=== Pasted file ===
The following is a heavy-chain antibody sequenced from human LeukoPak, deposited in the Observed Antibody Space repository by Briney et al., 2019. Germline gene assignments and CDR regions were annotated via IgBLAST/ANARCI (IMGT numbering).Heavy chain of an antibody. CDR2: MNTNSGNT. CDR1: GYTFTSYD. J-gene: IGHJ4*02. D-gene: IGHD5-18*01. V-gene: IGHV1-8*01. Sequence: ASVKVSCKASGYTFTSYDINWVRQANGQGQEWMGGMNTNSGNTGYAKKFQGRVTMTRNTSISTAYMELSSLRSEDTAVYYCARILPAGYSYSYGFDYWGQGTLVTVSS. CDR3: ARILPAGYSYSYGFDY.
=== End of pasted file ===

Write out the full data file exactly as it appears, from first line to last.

The following is a heavy-chain antibody sequenced from human LeukoPak, deposited in the Observed Antibody Space repository by Briney et al., 2019. Germline gene assignments and CDR regions were annotated via IgBLAST/ANARCI (IMGT numbering).Heavy chain of an antibody. CDR2: MNTNSGNT. CDR1: GYTFTSYD. J-gene: IGHJ4*02. D-gene: IGHD5-18*01. V-gene: IGHV1-8*01. Sequence: ASVKVSCKASGYTFTSYDINWVRQANGQGQEWMGGMNTNSGNTGYAKKFQGRVTMTRNTSISTAYMELSSLRSEDTAVYYCARILPAGYSYSYGFDYWGQGTLVTVSS. CDR3: ARILPAGYSYSYGFDY.